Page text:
7. From the outside, the final seam is closed differently. I call it a "blind" stitch because later, when you pull it closed, you won't see the thread. First, bring the needle up and out through the lip of leather where the thread is lying, "escaping" it to the outside surface. (From now on, all sewing will be done from the outside. Ie: you won't put the point of the needle inside the hole again). Now cross over to the opposite lip and pierce (from above) and exit the same piece with one, small bite. Cross back to the other side and do the same. Repeat back and forth until there remains about one fingerwidth of opening (see picture).
8. Fill bag to taste. If you can't locate plastic, lentils, pearl barley, popcorn or rice works for starts (watch chipmonks!). Continue the blind stitch using up remaining space all the way into the final corner. When there remains only one stitch left, plant it so your needle exits using up nearly all remaining space. Manicure the final seam and pull and adjust your final tension. Construct a bombproof knot directly at ground zero, cut your thread. Now carefully tuck the knot into the seam directly under the placement of the last stitch. If the placement and tension of the final stitch are done correctly, the knot will disappear entirely into the interior of the finished ball. With practice you can magically and indecipherably close every bag.
Bark twice here to enter...
"...I've made a few dozen footbags and they came out ok. But, what I really want is to take it to the next level. I want to make some really professional looking sacks!"
The key factors are: (uniformity) of tension throughout the bag, number of stitches per side and depth of "bite" or how far from the edge you place each stitch. These things will change for different materials and kind of bag being sewn. If I am making a soft facile 32 freestyle bag I sew two whole (in and out) stitches per side of pentagon and pull "significant" tension. The resulting bag is "juice"-like in it's "puffed out" appearance and slightly "spring loaded" feel, however perfectly round (due to careful uniformity of tension throughout). If I were making a four or twelve panel deerskin or ultrasuede bag I would apply less tension, bigger stitches and allow the thickness of the material to help close the seam. Remember, seams can be dense. Watch they don't get too thick lest they create unevenness or distortion of the sphere.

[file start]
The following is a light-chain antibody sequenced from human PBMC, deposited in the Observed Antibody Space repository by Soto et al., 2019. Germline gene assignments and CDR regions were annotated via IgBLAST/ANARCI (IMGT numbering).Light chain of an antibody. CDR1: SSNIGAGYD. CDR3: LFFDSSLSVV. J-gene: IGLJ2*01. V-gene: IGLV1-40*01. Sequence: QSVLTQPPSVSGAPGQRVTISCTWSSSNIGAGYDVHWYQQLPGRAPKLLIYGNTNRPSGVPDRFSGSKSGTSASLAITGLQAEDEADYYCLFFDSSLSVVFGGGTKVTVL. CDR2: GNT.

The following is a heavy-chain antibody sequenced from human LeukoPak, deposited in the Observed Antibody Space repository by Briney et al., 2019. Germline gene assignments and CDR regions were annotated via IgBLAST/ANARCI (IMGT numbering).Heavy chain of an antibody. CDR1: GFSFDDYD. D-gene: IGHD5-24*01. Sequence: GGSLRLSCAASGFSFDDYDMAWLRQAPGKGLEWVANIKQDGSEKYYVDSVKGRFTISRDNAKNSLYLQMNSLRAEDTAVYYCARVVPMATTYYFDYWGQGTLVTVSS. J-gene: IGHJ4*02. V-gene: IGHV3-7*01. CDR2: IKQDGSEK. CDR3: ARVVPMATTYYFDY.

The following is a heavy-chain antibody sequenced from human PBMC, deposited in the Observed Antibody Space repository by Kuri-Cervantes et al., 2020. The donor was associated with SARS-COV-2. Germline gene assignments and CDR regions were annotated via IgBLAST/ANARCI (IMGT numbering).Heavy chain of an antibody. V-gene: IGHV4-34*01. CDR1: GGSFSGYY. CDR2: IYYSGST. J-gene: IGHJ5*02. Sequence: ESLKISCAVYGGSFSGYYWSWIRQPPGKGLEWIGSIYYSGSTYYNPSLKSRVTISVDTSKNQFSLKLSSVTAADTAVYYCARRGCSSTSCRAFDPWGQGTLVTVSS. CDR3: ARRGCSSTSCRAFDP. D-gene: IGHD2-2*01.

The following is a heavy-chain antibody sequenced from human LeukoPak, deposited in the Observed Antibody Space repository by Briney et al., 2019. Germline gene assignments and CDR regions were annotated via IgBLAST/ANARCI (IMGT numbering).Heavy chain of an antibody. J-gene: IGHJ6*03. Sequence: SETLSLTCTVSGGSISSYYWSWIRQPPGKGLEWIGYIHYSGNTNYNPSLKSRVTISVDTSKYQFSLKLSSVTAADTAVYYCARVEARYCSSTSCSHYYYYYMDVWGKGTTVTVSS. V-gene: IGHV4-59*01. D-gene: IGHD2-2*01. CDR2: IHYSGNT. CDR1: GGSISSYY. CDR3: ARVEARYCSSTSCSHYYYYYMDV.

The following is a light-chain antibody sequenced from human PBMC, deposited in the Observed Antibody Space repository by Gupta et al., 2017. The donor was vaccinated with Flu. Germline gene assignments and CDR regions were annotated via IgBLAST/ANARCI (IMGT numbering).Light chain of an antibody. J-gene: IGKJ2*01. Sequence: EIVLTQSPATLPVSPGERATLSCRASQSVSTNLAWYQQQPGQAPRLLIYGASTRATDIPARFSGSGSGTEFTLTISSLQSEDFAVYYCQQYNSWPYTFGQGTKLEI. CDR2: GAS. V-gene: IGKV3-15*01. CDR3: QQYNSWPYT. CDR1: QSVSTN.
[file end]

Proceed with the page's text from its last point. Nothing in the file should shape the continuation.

"How do you get your bags so perfectly round looking and beautiful?"
On the vitally important question of UNIFORM TENSION. Here's a cool secret. If you tie off and restart your thread for every "flower" or unit of sewing as many fine sewers do, then this doesn't apply. However, if you sew bags (like I do) with one, long, continuous thread approach... Carefully eye and examine the birthed and unbirthed product before closing for lapses of tension. If you notice any, you can carefully exploit the extra thread at the end of the sewing task to "hitch hike" around to, loop gently into, and apply micro quantities of needed extra tension bringing the finished bag as close to uniform as possible.
Try sewing 12 pentagons as your first multi-panel footbag...
Once you've mastered the technique, go for the 32 panel (12 pents and 20 hexes) or soccer ball style footbag!